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Biological Sciences

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One of the most fundamental questions in behavioural biology is why societies can persist for a long period of time. While researchers in animal behaviour have been hindered by a lack of an aggregate measure (such as social mobility) to quantify the dynamics of animal societies, researchers in social sciences have been challenged by the complexity and diversity of human societies. As a result, direct empirical evidence is still lacking for the hypothesized causal relationship between social mobility and social stability. Here we attempt to fill the void by examining a much simpler society in the Tibetan macaque (Macaca thibetana), which we have tracked for 30 consecutive years. By testing two group level hypotheses based on benefit-cost analysis and social stratification, we show the first quantitative evidence that an annual 2-to-1 stay/change ratio in the hierarchy with a 3-to-1 upward/downward ratio in intragenerational social mobility provides a substantive expected benefit for adult members to stay in the group and wait for their chances to advance. Furthermore, using a Markov transition matrix constructed from empirical data, we demonstrate that the 3-to-1 upward/downward ratio could lead to long-term structural stability in Tibetan macaque society.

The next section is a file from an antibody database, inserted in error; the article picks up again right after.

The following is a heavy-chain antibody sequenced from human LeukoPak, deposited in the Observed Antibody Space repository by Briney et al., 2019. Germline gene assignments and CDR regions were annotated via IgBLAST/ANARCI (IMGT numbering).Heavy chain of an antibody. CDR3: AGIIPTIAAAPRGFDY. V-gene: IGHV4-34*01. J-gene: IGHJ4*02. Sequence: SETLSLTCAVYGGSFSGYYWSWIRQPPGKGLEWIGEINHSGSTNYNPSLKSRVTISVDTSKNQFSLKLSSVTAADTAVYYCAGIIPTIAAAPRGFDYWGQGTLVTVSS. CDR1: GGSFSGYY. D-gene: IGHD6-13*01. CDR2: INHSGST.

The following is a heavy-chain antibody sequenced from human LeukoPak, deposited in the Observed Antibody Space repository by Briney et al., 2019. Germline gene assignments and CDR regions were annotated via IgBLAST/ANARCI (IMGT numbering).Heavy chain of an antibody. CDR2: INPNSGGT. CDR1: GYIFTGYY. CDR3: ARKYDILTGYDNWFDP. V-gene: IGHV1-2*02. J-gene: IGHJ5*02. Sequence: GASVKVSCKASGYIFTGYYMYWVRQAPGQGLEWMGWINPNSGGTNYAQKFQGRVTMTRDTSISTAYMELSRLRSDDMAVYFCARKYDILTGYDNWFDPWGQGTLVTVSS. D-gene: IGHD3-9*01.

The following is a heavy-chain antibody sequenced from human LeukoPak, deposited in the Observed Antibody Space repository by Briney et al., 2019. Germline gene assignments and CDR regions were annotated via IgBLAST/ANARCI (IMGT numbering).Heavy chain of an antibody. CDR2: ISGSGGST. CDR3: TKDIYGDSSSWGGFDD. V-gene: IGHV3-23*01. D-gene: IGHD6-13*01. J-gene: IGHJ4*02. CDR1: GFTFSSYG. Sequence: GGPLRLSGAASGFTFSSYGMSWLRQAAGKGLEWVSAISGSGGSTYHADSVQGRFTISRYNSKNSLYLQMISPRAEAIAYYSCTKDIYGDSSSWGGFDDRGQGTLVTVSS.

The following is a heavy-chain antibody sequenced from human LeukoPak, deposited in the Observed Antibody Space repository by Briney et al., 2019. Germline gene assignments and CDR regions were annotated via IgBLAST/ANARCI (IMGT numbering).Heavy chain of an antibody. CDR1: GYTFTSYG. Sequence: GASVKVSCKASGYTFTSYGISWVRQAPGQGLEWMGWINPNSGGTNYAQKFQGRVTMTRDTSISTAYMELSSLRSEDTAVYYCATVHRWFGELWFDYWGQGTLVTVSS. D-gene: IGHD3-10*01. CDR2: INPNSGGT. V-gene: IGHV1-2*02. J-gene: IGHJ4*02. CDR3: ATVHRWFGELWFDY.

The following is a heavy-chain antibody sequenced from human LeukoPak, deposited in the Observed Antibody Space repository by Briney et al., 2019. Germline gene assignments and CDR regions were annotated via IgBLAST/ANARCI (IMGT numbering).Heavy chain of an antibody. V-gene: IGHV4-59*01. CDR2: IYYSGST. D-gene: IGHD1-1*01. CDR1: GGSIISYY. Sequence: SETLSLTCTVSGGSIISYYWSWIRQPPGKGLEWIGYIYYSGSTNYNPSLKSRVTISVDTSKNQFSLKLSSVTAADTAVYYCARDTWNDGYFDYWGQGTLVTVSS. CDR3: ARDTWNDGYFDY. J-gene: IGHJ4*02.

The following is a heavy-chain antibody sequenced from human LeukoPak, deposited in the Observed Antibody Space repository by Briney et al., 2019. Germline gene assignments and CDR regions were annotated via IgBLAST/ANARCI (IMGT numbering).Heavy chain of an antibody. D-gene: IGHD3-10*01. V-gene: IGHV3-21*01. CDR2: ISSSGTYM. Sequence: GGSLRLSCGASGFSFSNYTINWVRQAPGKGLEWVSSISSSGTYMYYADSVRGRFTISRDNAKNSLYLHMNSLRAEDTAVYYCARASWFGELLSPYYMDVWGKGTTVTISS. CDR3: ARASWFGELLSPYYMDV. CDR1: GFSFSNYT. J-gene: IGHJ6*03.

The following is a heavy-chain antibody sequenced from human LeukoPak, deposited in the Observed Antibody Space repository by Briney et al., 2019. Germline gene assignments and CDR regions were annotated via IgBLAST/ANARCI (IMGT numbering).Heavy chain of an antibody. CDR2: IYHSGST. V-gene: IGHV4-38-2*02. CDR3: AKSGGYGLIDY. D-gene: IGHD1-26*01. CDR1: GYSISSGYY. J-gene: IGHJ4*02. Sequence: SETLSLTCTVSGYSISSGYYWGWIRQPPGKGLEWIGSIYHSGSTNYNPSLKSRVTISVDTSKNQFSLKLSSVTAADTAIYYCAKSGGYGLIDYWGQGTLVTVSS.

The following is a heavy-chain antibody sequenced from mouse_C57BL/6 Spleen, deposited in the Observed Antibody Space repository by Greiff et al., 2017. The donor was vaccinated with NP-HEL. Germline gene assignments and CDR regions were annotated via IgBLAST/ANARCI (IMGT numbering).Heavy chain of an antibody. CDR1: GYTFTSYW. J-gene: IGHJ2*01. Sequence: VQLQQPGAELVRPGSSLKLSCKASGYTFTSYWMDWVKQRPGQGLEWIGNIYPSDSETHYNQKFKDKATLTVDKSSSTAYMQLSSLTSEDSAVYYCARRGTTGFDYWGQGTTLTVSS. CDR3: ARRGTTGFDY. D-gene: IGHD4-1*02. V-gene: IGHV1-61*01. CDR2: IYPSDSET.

This article was originally published Open Access in Scientific Reports. The full-text article from the publisher can be found here.


Scientific Reports

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Creative Commons Attribution 4.0 International License
This work is licensed under a Creative Commons Attribution 4.0 International License.


© The Author(s) 2017